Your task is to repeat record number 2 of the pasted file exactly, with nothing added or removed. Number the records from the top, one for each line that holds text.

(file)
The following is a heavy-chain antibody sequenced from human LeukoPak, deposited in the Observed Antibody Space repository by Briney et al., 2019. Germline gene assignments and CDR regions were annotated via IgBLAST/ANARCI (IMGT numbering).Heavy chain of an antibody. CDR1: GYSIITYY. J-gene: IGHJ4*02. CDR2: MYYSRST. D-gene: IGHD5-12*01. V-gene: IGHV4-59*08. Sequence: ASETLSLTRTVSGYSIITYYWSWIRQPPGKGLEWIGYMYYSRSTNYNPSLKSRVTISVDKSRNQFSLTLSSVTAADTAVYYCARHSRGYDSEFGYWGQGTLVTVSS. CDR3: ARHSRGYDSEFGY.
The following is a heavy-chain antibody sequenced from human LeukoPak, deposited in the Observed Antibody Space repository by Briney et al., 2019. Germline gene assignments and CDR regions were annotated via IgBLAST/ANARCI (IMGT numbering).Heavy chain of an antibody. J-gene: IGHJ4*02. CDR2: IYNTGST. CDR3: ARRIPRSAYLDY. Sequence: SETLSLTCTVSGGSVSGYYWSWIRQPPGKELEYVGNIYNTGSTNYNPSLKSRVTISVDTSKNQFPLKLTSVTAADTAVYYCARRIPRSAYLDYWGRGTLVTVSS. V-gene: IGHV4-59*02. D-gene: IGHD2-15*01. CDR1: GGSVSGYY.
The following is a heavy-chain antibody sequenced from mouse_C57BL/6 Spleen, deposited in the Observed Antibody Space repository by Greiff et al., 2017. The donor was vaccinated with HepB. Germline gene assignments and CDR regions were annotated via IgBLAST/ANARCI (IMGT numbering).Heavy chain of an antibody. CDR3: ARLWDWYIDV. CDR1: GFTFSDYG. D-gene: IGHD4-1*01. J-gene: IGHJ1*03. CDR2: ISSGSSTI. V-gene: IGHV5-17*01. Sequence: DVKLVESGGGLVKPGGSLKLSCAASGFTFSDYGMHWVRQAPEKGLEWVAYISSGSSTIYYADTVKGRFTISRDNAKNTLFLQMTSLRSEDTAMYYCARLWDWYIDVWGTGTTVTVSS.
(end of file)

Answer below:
The following is a heavy-chain antibody sequenced from human LeukoPak, deposited in the Observed Antibody Space repository by Briney et al., 2019. Germline gene assignments and CDR regions were annotated via IgBLAST/ANARCI (IMGT numbering).Heavy chain of an antibody. J-gene: IGHJ4*02. CDR2: IYNTGST. CDR3: ARRIPRSAYLDY. Sequence: SETLSLTCTVSGGSVSGYYWSWIRQPPGKELEYVGNIYNTGSTNYNPSLKSRVTISVDTSKNQFPLKLTSVTAADTAVYYCARRIPRSAYLDYWGRGTLVTVSS. V-gene: IGHV4-59*02. D-gene: IGHD2-15*01. CDR1: GGSVSGYY.